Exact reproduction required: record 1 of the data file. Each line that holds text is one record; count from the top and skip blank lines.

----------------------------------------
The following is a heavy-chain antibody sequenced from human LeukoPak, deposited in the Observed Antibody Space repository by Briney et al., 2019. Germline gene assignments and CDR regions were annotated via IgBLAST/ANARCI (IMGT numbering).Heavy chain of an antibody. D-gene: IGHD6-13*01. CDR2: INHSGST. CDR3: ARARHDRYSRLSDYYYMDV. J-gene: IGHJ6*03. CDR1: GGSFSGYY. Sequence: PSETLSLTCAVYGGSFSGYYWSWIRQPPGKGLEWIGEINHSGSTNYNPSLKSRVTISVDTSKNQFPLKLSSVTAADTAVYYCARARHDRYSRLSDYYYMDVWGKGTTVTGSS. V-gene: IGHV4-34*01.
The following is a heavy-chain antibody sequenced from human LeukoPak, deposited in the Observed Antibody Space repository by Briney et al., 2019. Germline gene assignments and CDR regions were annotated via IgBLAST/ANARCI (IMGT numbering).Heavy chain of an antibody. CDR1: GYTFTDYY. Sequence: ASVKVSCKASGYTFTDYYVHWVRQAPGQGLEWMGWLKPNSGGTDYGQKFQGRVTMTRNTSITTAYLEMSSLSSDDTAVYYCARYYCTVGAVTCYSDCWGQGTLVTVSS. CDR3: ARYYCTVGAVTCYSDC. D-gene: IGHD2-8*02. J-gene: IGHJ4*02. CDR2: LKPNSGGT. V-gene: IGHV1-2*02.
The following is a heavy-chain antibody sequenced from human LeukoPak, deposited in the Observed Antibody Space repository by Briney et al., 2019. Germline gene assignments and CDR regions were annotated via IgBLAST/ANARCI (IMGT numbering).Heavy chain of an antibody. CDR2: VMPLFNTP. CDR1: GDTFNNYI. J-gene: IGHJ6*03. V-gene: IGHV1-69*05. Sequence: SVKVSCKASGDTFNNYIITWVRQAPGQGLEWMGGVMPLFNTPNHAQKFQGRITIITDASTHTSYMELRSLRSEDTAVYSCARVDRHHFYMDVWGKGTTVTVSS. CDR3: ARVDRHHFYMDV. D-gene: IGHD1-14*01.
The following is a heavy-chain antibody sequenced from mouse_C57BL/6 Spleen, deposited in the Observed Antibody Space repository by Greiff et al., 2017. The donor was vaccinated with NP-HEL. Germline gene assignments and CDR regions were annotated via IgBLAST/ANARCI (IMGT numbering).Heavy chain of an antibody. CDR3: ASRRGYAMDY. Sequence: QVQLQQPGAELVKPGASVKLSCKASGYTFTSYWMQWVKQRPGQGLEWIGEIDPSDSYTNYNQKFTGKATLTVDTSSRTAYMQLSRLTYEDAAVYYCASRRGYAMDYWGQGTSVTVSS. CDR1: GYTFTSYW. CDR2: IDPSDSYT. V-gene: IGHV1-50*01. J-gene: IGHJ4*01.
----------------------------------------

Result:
The following is a heavy-chain antibody sequenced from human LeukoPak, deposited in the Observed Antibody Space repository by Briney et al., 2019. Germline gene assignments and CDR regions were annotated via IgBLAST/ANARCI (IMGT numbering).Heavy chain of an antibody. D-gene: IGHD6-13*01. CDR2: INHSGST. CDR3: ARARHDRYSRLSDYYYMDV. J-gene: IGHJ6*03. CDR1: GGSFSGYY. Sequence: PSETLSLTCAVYGGSFSGYYWSWIRQPPGKGLEWIGEINHSGSTNYNPSLKSRVTISVDTSKNQFPLKLSSVTAADTAVYYCARARHDRYSRLSDYYYMDVWGKGTTVTGSS. V-gene: IGHV4-34*01.